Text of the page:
2.     Implement Data Protections Fit for a Distributed Workforce. You’re now facing remote work security challenges on a much larger scale than you ever have before. These include off-network employees circumventing IT policies, greater use of personal devices to access company data, and more. To respond to these challenges and prepare for new ones, you must up-level your data protection effort. Consider implementing advanced antivirus solutions, endpoint defenses and ransomware protections to avert off-network attacks, and strengthen file permission policies through end-to-end encryption to ensure all shared files and folders remain private.

3.     Modernize Your Policy Monitoring and Enforcement. Managing network security compliance and governance is much easier when your entire workforce is in the same location. When your teams are operating from home using unfamiliar networks and devices, enforcing key IT policies becomes an uphill battle. How can you maintain order and security across so many environments outside your direct control? The answer is to create network usage guidelines that comply with industry and government standards, and leverage automated policy enforcement to ensure employees are operating safely and securely at scale. This means making sure only employees with high-level privileges can open confidential files and documents, tracking data storage and access to monitor compliance and more. Utilizing a single content management platform can dramatically simplify the monumental task of ensuring that your critical IT policies are applied and enforced uniformly regardless of the location of each user. 

4.     Evolve Your Content Infrastructure: A growing remote workforce means you have much more data and content to manage and protect than what would traditionally be housed in the office or your data center. While some IT teams can modernize their content infrastructure by moving to a centralized, cloud-based management system, others are bound by costs or contracts that require them to preserve legacy systems. But settling for outdated content infrastructure simply isn’t tenable as remote work continues to present new productivity, security and compliance challenges. If you find yourself in this situation, consider a hybrid approach that integrates new cloud-based, centralized content management solutions with legacy systems to ensure your IT team has a greater degree of control over content management and file sharing.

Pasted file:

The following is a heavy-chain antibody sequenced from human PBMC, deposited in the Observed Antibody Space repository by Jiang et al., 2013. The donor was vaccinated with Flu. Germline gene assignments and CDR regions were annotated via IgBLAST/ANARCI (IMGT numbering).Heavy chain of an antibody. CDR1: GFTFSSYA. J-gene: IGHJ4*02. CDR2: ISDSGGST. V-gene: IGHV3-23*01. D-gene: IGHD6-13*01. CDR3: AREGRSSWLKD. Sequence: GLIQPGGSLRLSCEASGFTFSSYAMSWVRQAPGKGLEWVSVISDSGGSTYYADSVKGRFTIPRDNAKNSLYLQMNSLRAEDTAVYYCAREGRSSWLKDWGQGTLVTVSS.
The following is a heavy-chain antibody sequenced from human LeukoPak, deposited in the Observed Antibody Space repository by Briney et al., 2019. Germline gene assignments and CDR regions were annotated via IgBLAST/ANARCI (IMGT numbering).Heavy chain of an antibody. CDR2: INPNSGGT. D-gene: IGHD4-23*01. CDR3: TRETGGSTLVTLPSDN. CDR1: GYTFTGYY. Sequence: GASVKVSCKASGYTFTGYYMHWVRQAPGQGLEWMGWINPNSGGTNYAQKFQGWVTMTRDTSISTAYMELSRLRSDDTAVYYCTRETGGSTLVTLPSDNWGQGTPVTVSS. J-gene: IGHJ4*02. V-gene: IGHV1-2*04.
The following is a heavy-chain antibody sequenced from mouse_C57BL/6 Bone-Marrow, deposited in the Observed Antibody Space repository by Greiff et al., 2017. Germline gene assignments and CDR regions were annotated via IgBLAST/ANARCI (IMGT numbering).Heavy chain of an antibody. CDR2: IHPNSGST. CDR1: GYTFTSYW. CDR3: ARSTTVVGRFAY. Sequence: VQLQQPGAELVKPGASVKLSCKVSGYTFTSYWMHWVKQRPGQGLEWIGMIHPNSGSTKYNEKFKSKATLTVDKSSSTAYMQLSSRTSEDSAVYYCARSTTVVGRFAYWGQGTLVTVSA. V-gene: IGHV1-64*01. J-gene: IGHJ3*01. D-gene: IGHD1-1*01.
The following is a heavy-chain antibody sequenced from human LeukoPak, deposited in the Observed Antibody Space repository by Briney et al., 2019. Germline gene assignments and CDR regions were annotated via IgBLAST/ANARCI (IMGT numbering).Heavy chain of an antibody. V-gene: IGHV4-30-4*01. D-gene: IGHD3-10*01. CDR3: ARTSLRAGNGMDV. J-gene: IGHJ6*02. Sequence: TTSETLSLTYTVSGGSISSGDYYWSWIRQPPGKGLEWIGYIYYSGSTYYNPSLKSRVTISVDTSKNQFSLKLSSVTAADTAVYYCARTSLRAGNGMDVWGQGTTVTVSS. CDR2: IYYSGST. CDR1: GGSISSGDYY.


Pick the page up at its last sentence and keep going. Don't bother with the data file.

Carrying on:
There’s no going back to the way things were. We’re all grappling with the best way to adapt to this new reality in which we find ourselves. In order to ensure your digital business is equipped to handle the challenges brought on by remote work, you must transition away from disparate legacy file services and content management approaches. Consider the above advice and ask yourself, does your organization have the IT strategies, systems and policies in place to move forward as a truly digital business in the age of remote work? 

About the Author: Kris Lahiri is a co-founder and the Chief Security Officer of Egnyte. He is responsible for creating and implementing Egnyte’s global information security and compliance management strategies, policies and controls that protect all of Egnyte’s customers’ content and users. Prior to Egnyte, Kris spent many years in the design and deployment of large-scale infrastructures for Fortune 100 customers of Valdero and KPMG Consulting. Kris has a B.Tech in Engineering from the Indian Institute of Technology, Banaras, and an MS from the University of Cincinnati. For more information, visit: Connect with Kris at or